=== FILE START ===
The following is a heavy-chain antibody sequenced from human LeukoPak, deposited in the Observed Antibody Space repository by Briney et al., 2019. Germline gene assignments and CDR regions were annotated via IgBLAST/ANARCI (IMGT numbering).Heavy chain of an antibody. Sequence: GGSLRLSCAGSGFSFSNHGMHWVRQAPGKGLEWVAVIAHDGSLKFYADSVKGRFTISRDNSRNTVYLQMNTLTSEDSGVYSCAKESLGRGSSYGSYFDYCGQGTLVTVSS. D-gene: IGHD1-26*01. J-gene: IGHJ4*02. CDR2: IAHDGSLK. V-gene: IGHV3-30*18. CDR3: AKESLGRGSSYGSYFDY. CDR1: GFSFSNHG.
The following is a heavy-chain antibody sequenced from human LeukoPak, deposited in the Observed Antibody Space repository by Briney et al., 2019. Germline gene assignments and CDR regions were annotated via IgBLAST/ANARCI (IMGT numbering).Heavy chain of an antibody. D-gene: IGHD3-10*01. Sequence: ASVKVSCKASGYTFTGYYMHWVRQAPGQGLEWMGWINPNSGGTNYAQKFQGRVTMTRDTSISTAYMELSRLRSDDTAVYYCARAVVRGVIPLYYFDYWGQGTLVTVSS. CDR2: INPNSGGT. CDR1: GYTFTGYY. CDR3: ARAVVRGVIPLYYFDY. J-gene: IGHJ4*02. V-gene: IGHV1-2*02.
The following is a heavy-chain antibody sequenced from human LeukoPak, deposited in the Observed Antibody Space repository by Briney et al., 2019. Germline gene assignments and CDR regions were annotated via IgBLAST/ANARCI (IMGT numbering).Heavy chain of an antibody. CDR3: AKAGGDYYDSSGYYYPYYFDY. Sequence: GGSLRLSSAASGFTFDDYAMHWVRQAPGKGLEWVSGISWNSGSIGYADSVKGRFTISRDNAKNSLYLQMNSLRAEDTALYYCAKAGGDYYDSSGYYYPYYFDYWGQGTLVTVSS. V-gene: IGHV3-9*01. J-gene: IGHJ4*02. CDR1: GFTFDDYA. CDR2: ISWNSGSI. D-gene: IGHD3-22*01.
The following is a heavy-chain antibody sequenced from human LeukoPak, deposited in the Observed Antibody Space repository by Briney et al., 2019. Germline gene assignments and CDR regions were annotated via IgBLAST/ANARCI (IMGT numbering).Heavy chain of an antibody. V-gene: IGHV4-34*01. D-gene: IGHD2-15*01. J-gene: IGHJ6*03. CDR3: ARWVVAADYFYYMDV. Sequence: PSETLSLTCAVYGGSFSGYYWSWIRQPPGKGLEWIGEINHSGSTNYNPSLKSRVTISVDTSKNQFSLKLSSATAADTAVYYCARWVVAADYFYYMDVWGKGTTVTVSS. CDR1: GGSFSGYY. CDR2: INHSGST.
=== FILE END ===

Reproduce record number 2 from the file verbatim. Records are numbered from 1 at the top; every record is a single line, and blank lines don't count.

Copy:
The following is a heavy-chain antibody sequenced from human LeukoPak, deposited in the Observed Antibody Space repository by Briney et al., 2019. Germline gene assignments and CDR regions were annotated via IgBLAST/ANARCI (IMGT numbering).Heavy chain of an antibody. D-gene: IGHD3-10*01. Sequence: ASVKVSCKASGYTFTGYYMHWVRQAPGQGLEWMGWINPNSGGTNYAQKFQGRVTMTRDTSISTAYMELSRLRSDDTAVYYCARAVVRGVIPLYYFDYWGQGTLVTVSS. CDR2: INPNSGGT. CDR1: GYTFTGYY. CDR3: ARAVVRGVIPLYYFDY. J-gene: IGHJ4*02. V-gene: IGHV1-2*02.